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“What are you going to do with the noise you have left?”

I’d like to preface my post by saying that this is the first Electronic Music recital I’ve attended, and know relatively little about the medium, and in particular, the way in which it is usually presented. My thoughts are based purely on my reaction to the event, and not its validity as a valuable musical avenue.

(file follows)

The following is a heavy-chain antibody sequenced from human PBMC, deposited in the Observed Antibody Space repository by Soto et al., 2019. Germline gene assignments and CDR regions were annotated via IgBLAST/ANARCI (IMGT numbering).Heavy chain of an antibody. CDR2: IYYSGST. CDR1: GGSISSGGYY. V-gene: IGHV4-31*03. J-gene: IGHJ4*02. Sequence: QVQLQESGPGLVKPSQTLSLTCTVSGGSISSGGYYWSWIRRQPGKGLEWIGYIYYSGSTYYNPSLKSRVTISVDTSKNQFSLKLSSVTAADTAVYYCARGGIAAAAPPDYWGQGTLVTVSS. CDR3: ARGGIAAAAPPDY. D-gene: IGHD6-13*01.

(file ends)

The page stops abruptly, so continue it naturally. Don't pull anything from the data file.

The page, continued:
The audience that shuffled into 101 Becker Communications Building on Sunday night were a mixed bag.  The event was the final opportunity this semester for recital attendance and I’m going to go ahead and guestimate that a good seventy per cent of the audience fell into the category  of undergrads who had spent the last few days trudging from one recital to the next trying to gain a good grade in the class.  The rest of the audience were seemingly students from the composition studio and a small handful of interested parties.  Audience demography interests me since I feel the most important  role of the performer(s) is to communicate, and in my own elements of performance have spent much time thinking about effective methods to achieve this goal.  In the electronic music medium, where no “performer” is visible, there is a sterility that I as an audience member found hard to overcome.